Cultural Shifts in England/The early years of parenthood
Chapter III: The early years of parenthood edit
Good parenting stimulates and develops the child’s natural growth… the child will absorb, to an extent, the parents: social preferences and communication skills. It is clear that the higher the form, in matters of: aesthetic taste, appreciation of nature, levels of knowledge, controlled dexterity and social interaction, the better off the child is likely to be… This may not show itself in early life - but emerge later on. Children need to be happy and be at one with their environment – able to cope with their normal day to day life - socialized by feeling free, safe and accepted. This gives them confidence to accept different environments, unusual tasks, new relationships and greater challenges. Moments of stress - more to do with the parent being out of routine than that promoted by the child, should be avoided.
Children are born with brains that are structured [the organism’s genes]. These direct innate [evolutionary], personal characteristics which have some effect on development and interpersonal relationships. This model is challenged by genes needing an external/internal stimulus, or signal, [prenatal-birth period] in order to influence bodily functions. There is still much work needed on the human genome before interventions are developed. However, the environment does affect behaviour > and changing behaviour patterns can change habits and traits. A child’s behaviour is also in part determined by its bodily make-up – hereditary factors. A mother's healthy pregnancy reduces the development of many illnesses in the child's later life.
A child in a stressful situation naturally looks to its mother for safety. This attachment, first developed by factors: prenatal- primitive instincts > breast feeding > good environment, creates a bonding which should be a natural response. If this bonding is not present it creates tension - affecting intellectual development. If this continues psychosomatic disorders may surface, and later still depression. The child’s innate development, in normal circumstances, moves to forming relationships, and to deal with emotions.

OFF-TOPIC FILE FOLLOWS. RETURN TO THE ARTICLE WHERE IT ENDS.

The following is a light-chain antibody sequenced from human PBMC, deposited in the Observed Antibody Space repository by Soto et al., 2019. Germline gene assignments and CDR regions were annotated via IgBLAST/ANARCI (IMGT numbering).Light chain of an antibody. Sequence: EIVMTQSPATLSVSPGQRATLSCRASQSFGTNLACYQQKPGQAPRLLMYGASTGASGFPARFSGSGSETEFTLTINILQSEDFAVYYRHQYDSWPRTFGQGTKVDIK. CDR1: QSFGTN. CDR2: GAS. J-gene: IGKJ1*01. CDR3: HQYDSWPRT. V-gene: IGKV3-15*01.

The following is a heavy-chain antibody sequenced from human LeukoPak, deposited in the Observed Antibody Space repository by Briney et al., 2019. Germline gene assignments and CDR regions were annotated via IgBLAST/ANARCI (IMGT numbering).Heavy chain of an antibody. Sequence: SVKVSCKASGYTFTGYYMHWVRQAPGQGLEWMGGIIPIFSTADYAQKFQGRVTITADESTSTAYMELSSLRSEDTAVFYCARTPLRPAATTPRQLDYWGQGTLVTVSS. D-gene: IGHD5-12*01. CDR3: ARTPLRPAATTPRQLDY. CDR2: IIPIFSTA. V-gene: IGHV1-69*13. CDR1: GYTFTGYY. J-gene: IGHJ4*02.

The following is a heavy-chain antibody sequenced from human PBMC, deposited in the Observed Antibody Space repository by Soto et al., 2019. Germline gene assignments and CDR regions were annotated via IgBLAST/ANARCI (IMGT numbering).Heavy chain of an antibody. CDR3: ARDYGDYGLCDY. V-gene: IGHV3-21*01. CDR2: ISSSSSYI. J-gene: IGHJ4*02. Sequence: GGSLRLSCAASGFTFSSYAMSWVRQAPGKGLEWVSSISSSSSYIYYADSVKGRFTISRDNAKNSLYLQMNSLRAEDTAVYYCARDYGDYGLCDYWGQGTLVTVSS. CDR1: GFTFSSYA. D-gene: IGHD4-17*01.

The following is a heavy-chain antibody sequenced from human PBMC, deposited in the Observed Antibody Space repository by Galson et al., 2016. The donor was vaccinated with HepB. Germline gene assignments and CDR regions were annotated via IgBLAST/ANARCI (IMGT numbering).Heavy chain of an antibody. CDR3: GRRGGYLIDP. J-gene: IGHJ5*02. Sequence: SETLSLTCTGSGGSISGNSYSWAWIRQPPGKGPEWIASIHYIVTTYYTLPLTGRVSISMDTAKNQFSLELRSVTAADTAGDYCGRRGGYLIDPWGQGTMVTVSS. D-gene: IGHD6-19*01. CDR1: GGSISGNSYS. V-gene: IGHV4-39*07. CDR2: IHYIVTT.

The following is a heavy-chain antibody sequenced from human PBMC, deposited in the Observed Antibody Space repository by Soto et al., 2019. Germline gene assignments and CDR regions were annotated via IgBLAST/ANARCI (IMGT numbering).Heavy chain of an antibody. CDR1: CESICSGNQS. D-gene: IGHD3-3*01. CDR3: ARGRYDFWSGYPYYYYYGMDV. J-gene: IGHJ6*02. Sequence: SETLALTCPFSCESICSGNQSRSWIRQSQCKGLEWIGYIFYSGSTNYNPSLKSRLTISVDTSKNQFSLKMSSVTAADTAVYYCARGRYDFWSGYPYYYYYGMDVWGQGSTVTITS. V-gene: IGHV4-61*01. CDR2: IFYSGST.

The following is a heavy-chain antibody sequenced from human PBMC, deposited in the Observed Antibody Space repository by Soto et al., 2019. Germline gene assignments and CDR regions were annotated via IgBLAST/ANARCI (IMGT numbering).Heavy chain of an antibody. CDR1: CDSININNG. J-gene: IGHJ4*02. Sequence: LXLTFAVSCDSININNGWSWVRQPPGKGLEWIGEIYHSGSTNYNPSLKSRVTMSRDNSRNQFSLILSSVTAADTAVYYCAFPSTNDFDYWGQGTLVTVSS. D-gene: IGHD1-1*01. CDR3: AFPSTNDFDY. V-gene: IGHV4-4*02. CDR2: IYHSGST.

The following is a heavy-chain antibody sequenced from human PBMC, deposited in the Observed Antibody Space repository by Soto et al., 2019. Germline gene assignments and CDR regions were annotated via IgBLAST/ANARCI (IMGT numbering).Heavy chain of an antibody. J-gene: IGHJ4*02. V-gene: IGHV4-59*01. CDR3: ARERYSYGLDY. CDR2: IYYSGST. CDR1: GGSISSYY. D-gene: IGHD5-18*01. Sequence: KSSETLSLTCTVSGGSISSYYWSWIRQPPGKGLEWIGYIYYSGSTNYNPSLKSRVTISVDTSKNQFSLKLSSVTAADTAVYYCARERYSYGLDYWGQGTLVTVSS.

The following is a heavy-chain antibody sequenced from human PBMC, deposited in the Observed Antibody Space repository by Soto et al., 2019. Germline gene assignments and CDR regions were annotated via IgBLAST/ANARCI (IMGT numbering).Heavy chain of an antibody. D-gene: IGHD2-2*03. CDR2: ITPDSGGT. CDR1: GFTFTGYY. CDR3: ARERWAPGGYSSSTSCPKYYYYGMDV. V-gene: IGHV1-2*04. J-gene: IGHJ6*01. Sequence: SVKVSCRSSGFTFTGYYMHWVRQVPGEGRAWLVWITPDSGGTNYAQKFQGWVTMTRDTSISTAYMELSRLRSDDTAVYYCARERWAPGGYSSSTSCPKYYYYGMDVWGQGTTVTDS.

It is argued that the level of social class determines acceptance or non-acceptance of education practices and the environment the child has to cope with. The working class pursues a natural growth rate, whilst the upper class questions limiting factors, seeks a higher growth rate. The former is non-stressful and unconfrontational – the child grows at its own pace… The latter stressful and demanding – pushing forward – the child is urged to do more. As with everything else its a matter of degree.
The range of complexities of individual differences in parenting is many and varied. Parents should agree to the direction they wish their child to take The class society regarding good behaviour… to ensure social inclusion, in the wider sense – neighborhood, school, and out of school societies. All individuals require both features for balance it is a question of when to apply which method - natural evolutionary growth or forced application. The latter is dissatisfied with the way things are – voices its displeasure… rather than the former who takes it on the chin –puts up with mediocrity, and kōtoẃs to bullying.
A happy child does not lose its temper or throw tantrums. It is eager to learn and experience new things and will delight in building and shaping natural objects. They will soon show the parent how they can master a problem and show pleasure when a problem has been solved. Creating a happy atmosphere is the parent’s chief goal knowing that more learning will be achieved by its formation.
Successful parenting requires some understanding of how their child is being affected by every day events, making sure the happy joyous things are repeated, to reinforce positive accomplishments. Your caring, patient attitude, will achieve far more than giving into moments of frustration and abruptness. The act of doing things together is more important than tasks acted on alone, even if it is only for a limited period. Children like to show what they can do… your praise ensures a repeat performance not in a boastful way but proof of success.
Every task you perform, together with your child, teaches sharing, and those lighter moments in-between – playtimes, teach self-reliance. All teaching, training, playing need structure - to get the most out of them. Structure has a beginning – the introduction, a middle – the main task, and an end – completion. Each part has a form – the steps necessary to build a completed act, and each act becomes a guide to satisfaction. Job satisfaction leads to happiness, and a will to improve… steps that leads to self-reliance, self-control and motivation. One of the most important tasks for the parent is to ensure their child has confidence – promoting a good image of self… a concept which includes identity and self esteem.